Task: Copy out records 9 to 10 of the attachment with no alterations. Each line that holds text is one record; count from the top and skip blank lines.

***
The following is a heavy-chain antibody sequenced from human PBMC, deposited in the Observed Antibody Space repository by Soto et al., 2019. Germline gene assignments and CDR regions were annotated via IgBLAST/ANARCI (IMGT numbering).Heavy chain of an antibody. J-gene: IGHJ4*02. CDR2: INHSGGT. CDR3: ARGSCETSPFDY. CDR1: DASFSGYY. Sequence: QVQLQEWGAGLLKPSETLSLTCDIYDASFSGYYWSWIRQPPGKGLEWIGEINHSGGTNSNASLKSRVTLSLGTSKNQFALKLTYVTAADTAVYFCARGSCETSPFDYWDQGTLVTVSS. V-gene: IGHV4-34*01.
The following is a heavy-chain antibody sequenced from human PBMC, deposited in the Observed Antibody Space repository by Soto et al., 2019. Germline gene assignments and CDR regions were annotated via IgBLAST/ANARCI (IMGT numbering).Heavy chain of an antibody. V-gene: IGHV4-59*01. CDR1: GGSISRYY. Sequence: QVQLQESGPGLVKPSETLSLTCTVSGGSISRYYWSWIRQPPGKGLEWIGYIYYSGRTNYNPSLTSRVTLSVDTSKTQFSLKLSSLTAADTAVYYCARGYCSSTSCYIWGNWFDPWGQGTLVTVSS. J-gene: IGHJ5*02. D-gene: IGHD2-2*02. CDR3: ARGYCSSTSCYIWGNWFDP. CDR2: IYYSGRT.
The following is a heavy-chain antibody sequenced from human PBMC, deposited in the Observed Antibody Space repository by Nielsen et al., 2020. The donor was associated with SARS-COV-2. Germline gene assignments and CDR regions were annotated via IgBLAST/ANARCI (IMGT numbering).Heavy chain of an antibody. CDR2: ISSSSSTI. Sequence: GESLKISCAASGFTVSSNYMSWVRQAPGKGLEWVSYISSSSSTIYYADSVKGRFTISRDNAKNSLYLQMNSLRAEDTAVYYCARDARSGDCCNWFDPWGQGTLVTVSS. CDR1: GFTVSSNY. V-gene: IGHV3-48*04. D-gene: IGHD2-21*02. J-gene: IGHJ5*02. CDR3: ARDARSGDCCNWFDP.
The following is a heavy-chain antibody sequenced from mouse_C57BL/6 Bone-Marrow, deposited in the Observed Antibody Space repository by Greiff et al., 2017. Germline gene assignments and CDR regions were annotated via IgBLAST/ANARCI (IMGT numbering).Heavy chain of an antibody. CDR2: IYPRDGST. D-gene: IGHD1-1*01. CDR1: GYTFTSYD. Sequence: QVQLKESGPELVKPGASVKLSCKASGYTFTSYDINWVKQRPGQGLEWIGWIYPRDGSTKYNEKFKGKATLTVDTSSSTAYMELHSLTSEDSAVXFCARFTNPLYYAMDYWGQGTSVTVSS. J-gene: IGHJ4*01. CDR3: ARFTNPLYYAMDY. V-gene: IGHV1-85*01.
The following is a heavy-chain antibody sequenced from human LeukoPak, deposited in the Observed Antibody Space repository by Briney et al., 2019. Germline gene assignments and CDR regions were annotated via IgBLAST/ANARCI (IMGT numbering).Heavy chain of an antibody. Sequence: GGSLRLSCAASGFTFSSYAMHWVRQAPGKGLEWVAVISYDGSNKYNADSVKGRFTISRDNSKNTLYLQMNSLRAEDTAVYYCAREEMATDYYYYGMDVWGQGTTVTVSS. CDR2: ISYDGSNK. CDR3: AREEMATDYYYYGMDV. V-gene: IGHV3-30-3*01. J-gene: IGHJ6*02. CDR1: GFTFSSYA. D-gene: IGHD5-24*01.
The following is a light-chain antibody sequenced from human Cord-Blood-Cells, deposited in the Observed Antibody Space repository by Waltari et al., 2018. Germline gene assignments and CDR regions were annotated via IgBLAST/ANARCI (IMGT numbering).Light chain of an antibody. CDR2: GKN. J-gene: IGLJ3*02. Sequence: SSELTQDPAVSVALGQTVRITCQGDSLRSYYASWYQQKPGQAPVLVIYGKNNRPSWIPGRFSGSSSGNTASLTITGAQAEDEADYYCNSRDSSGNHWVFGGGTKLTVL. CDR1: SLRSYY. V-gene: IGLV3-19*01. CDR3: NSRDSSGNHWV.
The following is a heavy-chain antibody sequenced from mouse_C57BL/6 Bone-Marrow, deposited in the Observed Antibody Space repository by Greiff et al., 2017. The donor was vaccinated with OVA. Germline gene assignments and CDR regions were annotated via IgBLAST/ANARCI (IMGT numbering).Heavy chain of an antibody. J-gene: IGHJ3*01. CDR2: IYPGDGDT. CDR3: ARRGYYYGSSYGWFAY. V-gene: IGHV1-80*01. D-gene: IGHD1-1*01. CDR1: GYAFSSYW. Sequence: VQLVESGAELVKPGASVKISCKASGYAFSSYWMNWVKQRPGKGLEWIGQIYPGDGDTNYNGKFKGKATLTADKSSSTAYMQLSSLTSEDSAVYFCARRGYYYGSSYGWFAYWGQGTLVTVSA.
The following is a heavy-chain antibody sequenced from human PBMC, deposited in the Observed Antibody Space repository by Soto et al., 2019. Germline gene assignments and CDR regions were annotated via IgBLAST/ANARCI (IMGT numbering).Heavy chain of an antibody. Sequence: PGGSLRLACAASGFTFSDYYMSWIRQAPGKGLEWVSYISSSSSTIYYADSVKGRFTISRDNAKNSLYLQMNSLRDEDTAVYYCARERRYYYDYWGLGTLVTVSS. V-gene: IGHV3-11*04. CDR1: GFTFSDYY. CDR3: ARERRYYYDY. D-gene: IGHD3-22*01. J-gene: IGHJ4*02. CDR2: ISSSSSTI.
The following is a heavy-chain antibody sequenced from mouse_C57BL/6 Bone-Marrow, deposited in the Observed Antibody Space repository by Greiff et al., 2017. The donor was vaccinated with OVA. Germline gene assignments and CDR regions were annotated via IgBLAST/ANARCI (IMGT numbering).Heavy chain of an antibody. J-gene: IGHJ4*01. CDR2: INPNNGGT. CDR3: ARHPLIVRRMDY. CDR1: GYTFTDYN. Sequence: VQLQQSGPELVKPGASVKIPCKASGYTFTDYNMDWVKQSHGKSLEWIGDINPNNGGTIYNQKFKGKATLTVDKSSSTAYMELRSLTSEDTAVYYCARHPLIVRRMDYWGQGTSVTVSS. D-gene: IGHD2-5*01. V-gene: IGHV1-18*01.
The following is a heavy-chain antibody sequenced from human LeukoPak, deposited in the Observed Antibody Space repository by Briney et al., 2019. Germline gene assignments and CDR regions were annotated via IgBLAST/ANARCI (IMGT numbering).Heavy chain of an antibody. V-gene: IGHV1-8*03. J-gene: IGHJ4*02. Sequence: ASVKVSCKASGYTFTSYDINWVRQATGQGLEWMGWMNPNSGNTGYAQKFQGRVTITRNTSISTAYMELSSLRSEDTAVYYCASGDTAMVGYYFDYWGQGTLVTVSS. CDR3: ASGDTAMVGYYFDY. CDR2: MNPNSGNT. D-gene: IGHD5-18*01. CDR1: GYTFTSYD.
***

The following is a heavy-chain antibody sequenced from mouse_C57BL/6 Bone-Marrow, deposited in the Observed Antibody Space repository by Greiff et al., 2017. The donor was vaccinated with OVA. Germline gene assignments and CDR regions were annotated via IgBLAST/ANARCI (IMGT numbering).Heavy chain of an antibody. J-gene: IGHJ4*01. CDR2: INPNNGGT. CDR3: ARHPLIVRRMDY. CDR1: GYTFTDYN. Sequence: VQLQQSGPELVKPGASVKIPCKASGYTFTDYNMDWVKQSHGKSLEWIGDINPNNGGTIYNQKFKGKATLTVDKSSSTAYMELRSLTSEDTAVYYCARHPLIVRRMDYWGQGTSVTVSS. D-gene: IGHD2-5*01. V-gene: IGHV1-18*01.
The following is a heavy-chain antibody sequenced from human LeukoPak, deposited in the Observed Antibody Space repository by Briney et al., 2019. Germline gene assignments and CDR regions were annotated via IgBLAST/ANARCI (IMGT numbering).Heavy chain of an antibody. V-gene: IGHV1-8*03. J-gene: IGHJ4*02. Sequence: ASVKVSCKASGYTFTSYDINWVRQATGQGLEWMGWMNPNSGNTGYAQKFQGRVTITRNTSISTAYMELSSLRSEDTAVYYCASGDTAMVGYYFDYWGQGTLVTVSS. CDR3: ASGDTAMVGYYFDY. CDR2: MNPNSGNT. D-gene: IGHD5-18*01. CDR1: GYTFTSYD.